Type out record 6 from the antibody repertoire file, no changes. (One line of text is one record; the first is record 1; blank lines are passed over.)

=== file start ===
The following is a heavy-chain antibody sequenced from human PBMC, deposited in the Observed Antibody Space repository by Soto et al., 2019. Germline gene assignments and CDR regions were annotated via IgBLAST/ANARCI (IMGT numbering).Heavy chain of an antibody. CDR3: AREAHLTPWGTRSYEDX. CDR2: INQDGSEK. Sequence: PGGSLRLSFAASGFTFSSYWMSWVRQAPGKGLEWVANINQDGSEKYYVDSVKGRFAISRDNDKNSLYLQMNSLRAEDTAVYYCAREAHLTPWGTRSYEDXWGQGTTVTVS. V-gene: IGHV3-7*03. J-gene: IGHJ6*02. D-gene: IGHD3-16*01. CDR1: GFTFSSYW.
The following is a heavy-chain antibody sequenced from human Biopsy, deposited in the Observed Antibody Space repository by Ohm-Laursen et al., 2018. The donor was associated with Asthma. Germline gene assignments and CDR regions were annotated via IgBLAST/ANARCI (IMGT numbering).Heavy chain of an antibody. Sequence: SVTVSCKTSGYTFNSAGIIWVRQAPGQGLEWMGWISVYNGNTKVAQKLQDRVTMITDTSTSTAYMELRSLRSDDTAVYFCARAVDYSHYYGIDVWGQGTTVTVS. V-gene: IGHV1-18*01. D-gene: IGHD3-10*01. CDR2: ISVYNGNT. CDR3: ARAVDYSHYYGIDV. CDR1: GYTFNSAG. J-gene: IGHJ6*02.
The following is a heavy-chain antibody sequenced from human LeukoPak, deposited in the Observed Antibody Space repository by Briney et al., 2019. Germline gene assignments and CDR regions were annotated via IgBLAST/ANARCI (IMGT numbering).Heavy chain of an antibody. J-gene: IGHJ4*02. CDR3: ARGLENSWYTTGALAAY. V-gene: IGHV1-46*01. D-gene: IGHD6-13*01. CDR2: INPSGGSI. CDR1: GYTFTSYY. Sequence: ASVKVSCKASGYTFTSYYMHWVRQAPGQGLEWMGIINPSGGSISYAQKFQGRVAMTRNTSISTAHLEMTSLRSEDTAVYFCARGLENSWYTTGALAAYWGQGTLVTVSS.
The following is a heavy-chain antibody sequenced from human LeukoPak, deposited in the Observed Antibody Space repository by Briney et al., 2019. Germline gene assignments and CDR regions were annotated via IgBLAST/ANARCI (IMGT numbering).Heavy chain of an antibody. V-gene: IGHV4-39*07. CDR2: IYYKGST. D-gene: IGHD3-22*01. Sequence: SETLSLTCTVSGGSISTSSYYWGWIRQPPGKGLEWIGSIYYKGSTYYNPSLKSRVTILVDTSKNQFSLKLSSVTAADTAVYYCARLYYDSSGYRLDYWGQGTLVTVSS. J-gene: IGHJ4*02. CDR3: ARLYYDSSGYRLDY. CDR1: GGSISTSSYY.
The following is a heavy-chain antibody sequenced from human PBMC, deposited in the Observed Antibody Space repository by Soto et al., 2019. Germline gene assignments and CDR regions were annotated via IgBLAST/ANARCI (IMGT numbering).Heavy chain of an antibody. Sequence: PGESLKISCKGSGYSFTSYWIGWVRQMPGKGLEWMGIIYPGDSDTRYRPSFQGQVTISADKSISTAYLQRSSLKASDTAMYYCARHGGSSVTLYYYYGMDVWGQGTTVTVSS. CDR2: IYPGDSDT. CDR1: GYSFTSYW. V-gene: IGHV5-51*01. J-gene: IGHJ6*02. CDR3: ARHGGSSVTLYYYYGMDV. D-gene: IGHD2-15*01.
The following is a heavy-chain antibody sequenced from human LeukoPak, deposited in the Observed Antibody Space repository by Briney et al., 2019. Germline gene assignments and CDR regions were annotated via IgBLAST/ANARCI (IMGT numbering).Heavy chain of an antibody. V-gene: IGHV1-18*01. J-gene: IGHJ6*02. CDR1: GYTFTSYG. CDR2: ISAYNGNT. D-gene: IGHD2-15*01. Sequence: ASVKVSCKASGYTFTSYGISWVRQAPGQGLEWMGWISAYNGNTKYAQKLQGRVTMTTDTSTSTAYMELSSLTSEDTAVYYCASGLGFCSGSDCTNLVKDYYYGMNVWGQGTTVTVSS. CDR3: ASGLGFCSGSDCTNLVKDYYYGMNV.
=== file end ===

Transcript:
The following is a heavy-chain antibody sequenced from human LeukoPak, deposited in the Observed Antibody Space repository by Briney et al., 2019. Germline gene assignments and CDR regions were annotated via IgBLAST/ANARCI (IMGT numbering).Heavy chain of an antibody. V-gene: IGHV1-18*01. J-gene: IGHJ6*02. CDR1: GYTFTSYG. CDR2: ISAYNGNT. D-gene: IGHD2-15*01. Sequence: ASVKVSCKASGYTFTSYGISWVRQAPGQGLEWMGWISAYNGNTKYAQKLQGRVTMTTDTSTSTAYMELSSLTSEDTAVYYCASGLGFCSGSDCTNLVKDYYYGMNVWGQGTTVTVSS. CDR3: ASGLGFCSGSDCTNLVKDYYYGMNV.